Our forecasts are tethered to the remarkable correlations of some ocean indexes to key features of climate and weather. Accordingly we routinely exam shifts and patterns in ocean indexes via correlation analyses.
Pictured here are two correlation coefficient (CC) contour sets (all for data cast as 10 year trailing averages). For each set a CC of 0.6 or higher is of particular interest. Moreover a CC of 0.8 or 0.9 is especially noteworthy, since a CC of 1.0 indicates perfect correlation. The 0.9 CC contour peak shown in the red contour set, compares the Atlantic Multidecadal Oscillation (AMO) to regional raw temperature values over our current study domain. The green 0.8 CC contour peak is the set which matches the Pacific Decadal Oscillation (PDO) to regional streamflow values over the same general study domain.
The image suggests that New Mexico hosts two of the premier ocean index connections (PDO and AMO) for two of the premier climate variables (Moisture and Temperature). This is a pattern which has previously been suggested by the work of our colleague Dr. Petr Chylek. If borne out, New Mexico might soon be recognized as one of the more extraordinary climate connection locations on our planet.
Finally, this leading image is an excerpt from subscriber content. The subscriber content covers more area and more CC sets, including additional ocean drivers (such as ENSO), and captures our accelerating breakthroughs in high fidelity hydrologic forecasting.* Those breakthroughs include the effective use of these correlations and others to produce high accuracy forecasts even in areas where both the PDO and AMO correlations are relatively low, including portions of the West Coast of the US.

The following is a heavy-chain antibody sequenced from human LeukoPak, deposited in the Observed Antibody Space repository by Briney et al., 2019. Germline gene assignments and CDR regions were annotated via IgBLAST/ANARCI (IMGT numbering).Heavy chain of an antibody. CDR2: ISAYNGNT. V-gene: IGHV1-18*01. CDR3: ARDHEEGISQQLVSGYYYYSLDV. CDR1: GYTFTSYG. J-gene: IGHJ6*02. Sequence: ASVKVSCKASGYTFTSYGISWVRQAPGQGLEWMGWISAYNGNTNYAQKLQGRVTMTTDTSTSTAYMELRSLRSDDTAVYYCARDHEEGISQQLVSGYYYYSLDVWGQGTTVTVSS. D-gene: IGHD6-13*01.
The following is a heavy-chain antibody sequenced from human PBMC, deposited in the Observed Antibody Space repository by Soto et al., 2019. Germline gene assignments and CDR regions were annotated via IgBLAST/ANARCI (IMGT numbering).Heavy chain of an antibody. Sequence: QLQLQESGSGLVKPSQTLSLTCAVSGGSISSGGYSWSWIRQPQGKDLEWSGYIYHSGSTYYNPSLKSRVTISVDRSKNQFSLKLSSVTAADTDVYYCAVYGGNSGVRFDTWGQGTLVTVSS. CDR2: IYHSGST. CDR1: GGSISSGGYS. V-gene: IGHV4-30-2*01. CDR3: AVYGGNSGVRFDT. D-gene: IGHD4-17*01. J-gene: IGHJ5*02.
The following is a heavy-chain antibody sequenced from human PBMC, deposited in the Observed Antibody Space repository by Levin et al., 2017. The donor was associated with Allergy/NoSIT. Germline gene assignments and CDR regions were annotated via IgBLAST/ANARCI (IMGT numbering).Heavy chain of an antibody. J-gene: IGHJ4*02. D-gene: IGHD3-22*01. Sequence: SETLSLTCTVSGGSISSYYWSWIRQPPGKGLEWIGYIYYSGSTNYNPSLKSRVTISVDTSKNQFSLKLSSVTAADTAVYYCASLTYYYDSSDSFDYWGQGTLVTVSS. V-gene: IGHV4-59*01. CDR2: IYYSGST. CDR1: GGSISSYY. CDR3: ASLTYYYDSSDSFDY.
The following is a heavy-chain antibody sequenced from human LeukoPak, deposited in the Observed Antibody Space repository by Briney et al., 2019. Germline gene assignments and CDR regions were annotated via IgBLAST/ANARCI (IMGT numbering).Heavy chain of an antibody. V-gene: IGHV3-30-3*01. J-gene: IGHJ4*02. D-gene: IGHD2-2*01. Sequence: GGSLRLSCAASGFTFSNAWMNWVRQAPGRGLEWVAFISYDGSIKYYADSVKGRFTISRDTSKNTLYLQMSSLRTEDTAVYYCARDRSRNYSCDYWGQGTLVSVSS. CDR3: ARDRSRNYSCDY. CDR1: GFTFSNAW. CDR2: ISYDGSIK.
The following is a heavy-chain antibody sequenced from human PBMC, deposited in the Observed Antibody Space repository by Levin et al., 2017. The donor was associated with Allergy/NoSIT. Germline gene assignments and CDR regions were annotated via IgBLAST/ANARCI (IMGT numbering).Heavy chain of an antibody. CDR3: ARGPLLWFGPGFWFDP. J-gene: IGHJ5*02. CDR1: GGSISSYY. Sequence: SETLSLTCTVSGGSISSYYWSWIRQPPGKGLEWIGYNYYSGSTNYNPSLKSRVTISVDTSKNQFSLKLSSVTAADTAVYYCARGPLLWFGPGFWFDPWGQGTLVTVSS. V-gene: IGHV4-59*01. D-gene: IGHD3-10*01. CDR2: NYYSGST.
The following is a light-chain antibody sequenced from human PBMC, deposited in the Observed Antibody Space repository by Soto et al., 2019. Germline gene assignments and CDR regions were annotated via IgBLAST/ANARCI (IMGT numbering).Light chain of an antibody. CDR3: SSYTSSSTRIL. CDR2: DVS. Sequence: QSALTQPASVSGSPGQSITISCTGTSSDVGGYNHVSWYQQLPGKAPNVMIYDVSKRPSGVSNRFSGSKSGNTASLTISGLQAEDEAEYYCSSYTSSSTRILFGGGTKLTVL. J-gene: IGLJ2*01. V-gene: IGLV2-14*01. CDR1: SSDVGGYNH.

*MW&A applies our unique approach, grounded in best stochastic hydrologic practices, in producing these forecasts, and in analyzing past forecasts and forecasts by others. MW&A makes no further representations on forecast performance or accuracy. Buyers are cautioned and advised to treat all hydroclimatologic forecasts as exercises which although based on quantifiable data, are nonetheless subject to extensive uncertainty.
We strive to ensure that our forecasts are quantitative, transparent, and traceable. For example, we don’t simply claim that an area will get wetter or drier. We also produce quantitative estimates.
MW&A does not change forecasts once they are published in our quarterly subscription journal, unless we must correct an error and then we disclose the error along with the correction.
We also clearly document our performance metrics to all subscribers.